How did I feel? I still can't believe it. :) First, because I was at Assembly - the limit of my dreams. Second, because it was the first intro I've ever made. And third, because it was in Finland, in Europe. How did I feel? I don't know words to explain that, it is like a long dream. It is like when you are able to do everything you want, anything. When I went to the stage to get my 1st prize I forgot all words, both Russian and English. I looked on the screen and didn't believe that this guy was me. Oh... In two words, it was shocking and amazing. It is really hard to explain, you can just feel it...

In how far was this different with Zoom 3 in 2003? What were your expectations before and your feelings after the party?

Work on zoom3 was hard. When I started to plan the new intro, I was certain that I wanted to make something really new. Something I hadn't ever seen before. And the main idea was to make use of new technologies in today's computer graphics. Since I had won a GeForce4 on last Assembly, it was a good opportunity. I thought that I had to create a completely new engine, mainly because I didn't want the result to become something like Squish2. And I programmed almost all sub-engines from white paper. In February 2003 all engine stuff was almost finished. And I started modelling scenes and found how I could store hundred thousands of polygons and about 10 minutes of the show. But that was a pity, because the party limitation was just 5 minutes. Yet rules are rules. The intro was about 56-57k and I had a lot of free space and just two ways to solve that "problem". The first was to improve the complexity of the scene, but this would be very expensive for 3D cards. The second was to include a final scroller after 5 minutes of the show. So I chose the second way and included some additional ASCII graphics in the end of the EXE file.

At the party place I was really scared because I wanted to see the intro on a big screen like on my home PC. I did many corrections to the colors and so on. Cybermag spent a lot of time to make the track sound great on all systems. Before the 64k compo there was a 4k intro compo and I was shocked because my 4k intro looked and sounded very bad. Overlighted colors, very strange sound and so on. I started being nervous. So much work and that f***ing big screen could send it directly into the trashcan. But... After the show everything was OK. And more, organizers showed the demo from start to end, with the final part. That was great, I felt that all visitors enjoyed the demo. I didn't forget those minutes.

What is it that you do in real life? I've read on your homepage that you're both studying and working on some game projects, could you tell us more about these things?

Right. I study at Voronezh State University, mathematical faculty. I learn mechanics and mathematical-physics. It is something like physics but more complex. Most of it is really boring and I'd like to learn other things which would be more useful for my work and life.

In general our university gives us the basic, fundamental degree. Then we can do anything we need. But I still do not believe it. ;) For example those people who try to teach us C++ don't understand it themselves.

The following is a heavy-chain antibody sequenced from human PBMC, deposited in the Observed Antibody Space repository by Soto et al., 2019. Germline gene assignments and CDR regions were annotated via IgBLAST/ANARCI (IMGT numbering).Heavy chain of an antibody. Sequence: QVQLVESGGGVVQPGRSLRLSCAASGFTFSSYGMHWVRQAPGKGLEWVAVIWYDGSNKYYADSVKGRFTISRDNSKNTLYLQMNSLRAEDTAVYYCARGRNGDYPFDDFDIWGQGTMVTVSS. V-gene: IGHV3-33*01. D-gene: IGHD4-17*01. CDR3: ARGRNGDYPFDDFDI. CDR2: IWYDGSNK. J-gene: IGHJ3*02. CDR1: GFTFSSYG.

Some time ago there was a funny situation. A teacher told us: "On today's computers like Pentium-166" bla bla bla. But that was not so bad. At some faculties you learn Assembler language for VAX computers. But the tuition in more fundamental subjects are very good.

At the same time I am working for a game development company called Burut. Some time ago we released a first-person shooter game called Kreed. It is really a great piece of work. When we started making the game we didn't have anything. My old engine for the demo was the first prototype for the new game engine, which we later called XTend. We rewrote it 3 times and remade the concept of the game twice. It was a great experience for all of us. Of course demomaking is not the same as gamemaking. And some sceners said that is boring and that it is not for sceners. But for me it is very important: I do it because I like it. There are a lot of people who work just to get money and in most cases they don't like their jobs. Only if you like your job, you will excel. There are a lot of opportunities to show your talent and do it for your pleasure and money at the same time. That is great. Of course, because of this, free time is a problem for me. But the scene is very important for me as well, since it is the only place where I can open all my talent for 200% ;) I can do anything I want without any time- or other limitations. I can do it for my pleasure.

I've read on your page that you were born in Germany. How many years did you spend in Germany? Do you also speak German?

That is true. I was born in Magdeburg when my parents were living there. But they left Germany when I was 1.5 years old. Of course I don't remember it. Last year I made a trip to Germany with our company. It was the PR-trip of Kreed, we were in about 5 cities from München to Düsseldorf. And our way was through Magdeburg but we didn't have much time to see it. That trip in Germany was very impressive for me. After our return, I started learning German. I've the impression that this language is very interesting. It is very hard for me to learn languages, but German looks just like a mix of Russian and English. Learning German I learn English at the same time. And I dream of coming back to Magdeburg and learn more of it. I think I will then be able to actually speak some German. :)

You seem to have lived in several different countries in your childhood. Why is this so? Are your parents diplomats? - What countries have you already been in and what are your impressions?